Letters

Depression and the menopause

BMJ 1997; 314 doi: https://doi.org/10.1136/bmj.314.7085.977a (Published 29 March 1997) Cite this as: BMJ 1997;314:977

Oestrogens improve symptoms in some middle aged women

  1. John Studd, Consultant gynaecologista
  1. a Chelsea and Westminster Hospital, London SW10 9NH
  2. b Subdepartment of Clinical Psychology, University College London, London WC1E 6BT

    Editor–In her editorial Myra S Hunter repeatedly makes the point that depression should not automatically be blamed on the menopause.1 Nobody would disagree with that, but we need to know whether depression is more common in women in the years running up to the menopause, whether it is related to hormonal changes, and whether it can be effectively treated by hormone replacement.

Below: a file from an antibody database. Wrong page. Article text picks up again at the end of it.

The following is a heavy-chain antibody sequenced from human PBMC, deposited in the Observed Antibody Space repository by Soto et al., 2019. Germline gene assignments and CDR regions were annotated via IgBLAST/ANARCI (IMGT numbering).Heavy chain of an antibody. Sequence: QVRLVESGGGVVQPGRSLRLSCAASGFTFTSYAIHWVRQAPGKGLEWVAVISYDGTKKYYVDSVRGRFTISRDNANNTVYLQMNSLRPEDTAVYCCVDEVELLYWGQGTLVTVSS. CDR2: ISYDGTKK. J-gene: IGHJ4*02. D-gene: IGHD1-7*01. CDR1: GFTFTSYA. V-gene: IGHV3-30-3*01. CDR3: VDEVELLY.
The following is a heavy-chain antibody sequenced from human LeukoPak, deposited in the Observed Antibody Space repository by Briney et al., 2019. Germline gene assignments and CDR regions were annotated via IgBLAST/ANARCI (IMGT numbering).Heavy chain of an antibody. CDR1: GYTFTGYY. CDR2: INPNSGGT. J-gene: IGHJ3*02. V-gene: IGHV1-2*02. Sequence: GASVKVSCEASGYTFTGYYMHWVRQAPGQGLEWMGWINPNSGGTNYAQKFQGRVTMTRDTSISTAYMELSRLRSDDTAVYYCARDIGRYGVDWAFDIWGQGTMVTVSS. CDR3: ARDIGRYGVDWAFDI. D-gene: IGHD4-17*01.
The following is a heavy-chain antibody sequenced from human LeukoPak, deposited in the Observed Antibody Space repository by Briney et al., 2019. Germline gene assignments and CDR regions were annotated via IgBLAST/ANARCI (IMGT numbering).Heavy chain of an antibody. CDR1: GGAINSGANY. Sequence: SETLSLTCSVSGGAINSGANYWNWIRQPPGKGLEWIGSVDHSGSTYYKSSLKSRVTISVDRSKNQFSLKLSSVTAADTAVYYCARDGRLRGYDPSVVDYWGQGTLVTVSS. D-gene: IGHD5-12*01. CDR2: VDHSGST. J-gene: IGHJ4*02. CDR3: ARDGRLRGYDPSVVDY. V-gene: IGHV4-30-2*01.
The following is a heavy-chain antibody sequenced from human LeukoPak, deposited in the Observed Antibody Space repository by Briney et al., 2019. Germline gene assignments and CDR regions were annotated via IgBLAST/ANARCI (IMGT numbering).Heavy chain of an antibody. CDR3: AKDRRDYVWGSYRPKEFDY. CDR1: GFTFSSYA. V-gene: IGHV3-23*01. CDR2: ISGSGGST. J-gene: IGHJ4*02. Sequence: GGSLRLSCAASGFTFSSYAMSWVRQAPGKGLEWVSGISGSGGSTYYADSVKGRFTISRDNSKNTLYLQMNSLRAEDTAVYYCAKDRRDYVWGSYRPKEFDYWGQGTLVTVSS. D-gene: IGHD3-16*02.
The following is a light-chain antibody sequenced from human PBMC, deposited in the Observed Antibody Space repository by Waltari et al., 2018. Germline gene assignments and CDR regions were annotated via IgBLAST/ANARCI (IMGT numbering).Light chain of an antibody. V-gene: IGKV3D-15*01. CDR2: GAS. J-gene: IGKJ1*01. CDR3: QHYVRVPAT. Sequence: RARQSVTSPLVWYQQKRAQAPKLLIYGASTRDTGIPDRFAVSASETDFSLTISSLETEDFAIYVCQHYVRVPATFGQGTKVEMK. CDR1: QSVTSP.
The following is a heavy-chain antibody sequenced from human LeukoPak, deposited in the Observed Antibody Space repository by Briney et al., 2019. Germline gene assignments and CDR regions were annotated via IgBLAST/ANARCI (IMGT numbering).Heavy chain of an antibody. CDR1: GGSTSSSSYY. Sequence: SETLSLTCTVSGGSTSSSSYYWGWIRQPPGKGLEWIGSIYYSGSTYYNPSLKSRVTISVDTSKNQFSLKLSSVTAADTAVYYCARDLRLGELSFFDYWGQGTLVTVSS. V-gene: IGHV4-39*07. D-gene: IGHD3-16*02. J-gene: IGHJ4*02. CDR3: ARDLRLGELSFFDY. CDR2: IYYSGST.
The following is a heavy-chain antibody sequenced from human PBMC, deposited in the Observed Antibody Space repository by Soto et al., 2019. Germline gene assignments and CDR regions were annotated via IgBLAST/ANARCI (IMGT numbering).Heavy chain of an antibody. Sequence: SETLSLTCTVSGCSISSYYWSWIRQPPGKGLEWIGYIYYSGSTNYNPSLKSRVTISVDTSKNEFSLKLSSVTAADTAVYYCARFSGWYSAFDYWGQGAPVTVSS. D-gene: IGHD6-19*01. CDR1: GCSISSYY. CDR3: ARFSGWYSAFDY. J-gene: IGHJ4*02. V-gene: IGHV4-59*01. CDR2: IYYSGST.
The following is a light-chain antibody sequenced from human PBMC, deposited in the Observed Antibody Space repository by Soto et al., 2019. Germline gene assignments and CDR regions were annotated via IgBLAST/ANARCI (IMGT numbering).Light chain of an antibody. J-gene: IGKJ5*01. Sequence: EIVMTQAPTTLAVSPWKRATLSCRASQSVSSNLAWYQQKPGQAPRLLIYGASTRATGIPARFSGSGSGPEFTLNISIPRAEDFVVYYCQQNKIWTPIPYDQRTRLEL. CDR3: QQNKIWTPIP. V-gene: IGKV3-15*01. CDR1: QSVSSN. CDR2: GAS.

Hunter's monocular vision on the subject and her eccentric choice of references do not allow us to answer any of these questions. The menopause is the time of the last menstrual period and therefore statements such as “a longer menopause (at least 27 months) was associated with an increased but transitory risk of depression” are not easy to interpret.1 She is probably correct in that it is difficult to associate either the cause or the treatment of postmenopausal depression with oestrogens, and our studies have shown considerable improvement only in premenopausal women.2 3 Indeed, many women feel well for the first time in many years when the menopause removes their …

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